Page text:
"In Leaves of Grass, Edward Norton plays classically dissimilar twin brothers - Brady is id, Bill is superego - who come together after a long stretch of estrangement," writes Karina Longworth at indieWIRE. "Norton's dual characterization and Tim Blake Nelson's slight-of-hand staging is more seamless and convincing than the similar tricks employed by actor Michael Cera and director Miguel Arteta in Toronto premiere Youth in Revolt, but even with scads of overwritten philosophically-minded dialogue, Grass can't compete with the exploration of the split self offered by Sam Rockwell and Duncan Jones in the Sundance hit/summer sleeper Moon. With mixed results, the film combines two tones as superficially divergent as the brothers themselves: light pot-infused class comedy, and violent pulp."
"Maybe Tim Blake Nelson just got tired to being so serious," suggests Kirk Honeycutt in the Hollywood Reporter. "The actor and writer, whose previous films as a director have questioned the existence of God (Eye of God), retold Othello in a high school setting (O) and examined the consciences of Jews who worked with their oppressors in Nazi concentration camps (The Grey Zone), goes absolutely bonkers in Leaves of Grass. It is so outrageous with its ethnic caricatures, hokey plot and twin-brother mix-ups that you know the whole thing is a lark. And that's well before a crazed orthodontist shows up, waving a gun."
"The pic is curiously reminiscent of Stephen Gyllenhaal's 1998's Homegrown," finds Dennis Harvey in Variety, "not only because it places another starry cast in the same basic setting, but because its mix of hayseed stoner hijinks, no-joke violence, family drama and other elements likewise fails to cohere in either script or execution. Though it, too, eventually becomes a bit of a mess, Leaves is the better film, thanks to an opening reel in which Norton as straight man finds an ideal comedy partner in Norton as goofus."
"Nelson has finessed a multi-faceted and often pricelessly funny black comedy here, showcasing Norton's chameleon-like gifts as he darts between a groomed classics professor and the pot-growing brother who lures him into hazardous waters," writes Jan Stuart in Screen.
The film "rose like a Phoenix from the ashes of another project," notes Anne Thompson, who tells the story at indieWIRE.
Stephen Saito talks with Norton and Nelson for IFC.
"The persistent (and largely accurate) criticism of actor Michael Cera is that he's bound by his shtick: the slack expression, the mumbled asides, the self-doubt, etc." Noel Murray at the AV Club: "In the quirky teen comedy Youth in Revolt, Cera gets to stretch a bit, playing both a sensitive, bookish boy (a fan of foreign films and Frank Sinatra) and his ice-cool 'let's fuck shit up' alter-ego."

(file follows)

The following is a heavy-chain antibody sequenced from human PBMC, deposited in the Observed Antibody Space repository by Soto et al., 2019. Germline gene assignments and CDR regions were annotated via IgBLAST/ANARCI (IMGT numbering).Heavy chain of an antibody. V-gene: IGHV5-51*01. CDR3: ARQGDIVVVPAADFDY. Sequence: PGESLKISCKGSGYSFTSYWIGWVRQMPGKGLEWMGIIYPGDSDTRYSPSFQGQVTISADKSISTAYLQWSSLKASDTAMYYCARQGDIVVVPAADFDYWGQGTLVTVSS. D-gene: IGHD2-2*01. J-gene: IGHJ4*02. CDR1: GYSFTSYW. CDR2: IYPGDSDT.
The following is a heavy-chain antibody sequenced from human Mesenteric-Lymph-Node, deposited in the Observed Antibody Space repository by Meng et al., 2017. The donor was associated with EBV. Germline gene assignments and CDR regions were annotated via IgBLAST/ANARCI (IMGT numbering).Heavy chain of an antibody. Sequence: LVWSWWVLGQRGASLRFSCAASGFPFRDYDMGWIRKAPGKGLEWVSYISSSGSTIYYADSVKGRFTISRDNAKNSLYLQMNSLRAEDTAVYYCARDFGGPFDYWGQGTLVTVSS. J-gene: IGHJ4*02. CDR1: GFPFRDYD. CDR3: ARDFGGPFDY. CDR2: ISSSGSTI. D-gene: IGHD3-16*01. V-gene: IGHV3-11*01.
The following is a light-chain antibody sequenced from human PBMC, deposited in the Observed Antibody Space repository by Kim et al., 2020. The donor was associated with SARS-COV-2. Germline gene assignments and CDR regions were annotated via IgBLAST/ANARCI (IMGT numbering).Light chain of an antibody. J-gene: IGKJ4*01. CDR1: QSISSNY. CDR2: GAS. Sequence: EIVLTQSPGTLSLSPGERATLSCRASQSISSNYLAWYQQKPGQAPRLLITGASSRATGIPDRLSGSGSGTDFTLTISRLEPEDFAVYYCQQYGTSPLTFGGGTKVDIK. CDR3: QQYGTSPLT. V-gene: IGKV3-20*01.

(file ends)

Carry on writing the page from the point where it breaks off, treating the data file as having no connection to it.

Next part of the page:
"An Arrested Development-age Michael Cera would have been perfect for Youth in Revolt, being the firsthand adventures of sex-obsessed 14-year-old Nick Twisp," writes Peter Debrugge in Variety, "but sometimes the material is so right for an older star (like Dustin Hoffman in The Graduate), you just have to accept the stretch. From Superbad to Juno, Cera's certainly perfected his socially awkward, virginity-averse adolescent shtick, and while Youth doesn't echo the deeper themes of those pics, Cera and his gifted comic co-stars elevate the mediocre source material into a semi-iconic coming-of-age story."
"CD Payne's epic, 499-page novel is to teenage angst what the bible is to Christianity," declares Erik Davis at Cinematical, "and it's always sort of reminded me of what a sequel to The Catcher in the Rye might look like if it was set in modern-day (if somewhat outdated) Oakland - and featured a 14-year-old Frank Sinatra fanatic who would literally destroy an entire city if it meant winning over the girl of his dreams."
"No stranger to eccentric characters, director Miguel Arteta (Chuck & Buck, The Good Girl) has infused the picaresque tale with headlong drive and amused outrage," writes Sheri Linden in the Hollywood Reporter. "The script by Gustin Nash (whose Charlie Bartlett presented the worldview of another disaffected hyperintelligent teen) condenses 500 pages of incident-packed narrative, shucking characters and story lines and maintaining the whip-smart tone, if not entirely avoiding a surfeit of plot twists."
"Like Adventureland, the film features a brainy outcast wooing a beautiful girl who shares his refined artistic taste," writes Tim Grierson in Screen. "Calling to mind Juno, it leans heavily on a soundtrack of quirky indie-rock, and its animation interludes have the same preciousness as a similar technique used in Paper Heart. And of course, Cera's involvement with some of those titles only adds to this movie's nagging sense of déjà vu."
On that note, see Logan Hill's "Same Dude, Different Hoodie" in New York. For the New York Times' Mekado Murphy, Cera offers a 40-second response. Both of those via Missy Schwartz in Entertainment Weekly ("Personally, I'm curious to see what else the guy can do with his talents"), where she also notes that Youth in Revolt's release has been bumped to January.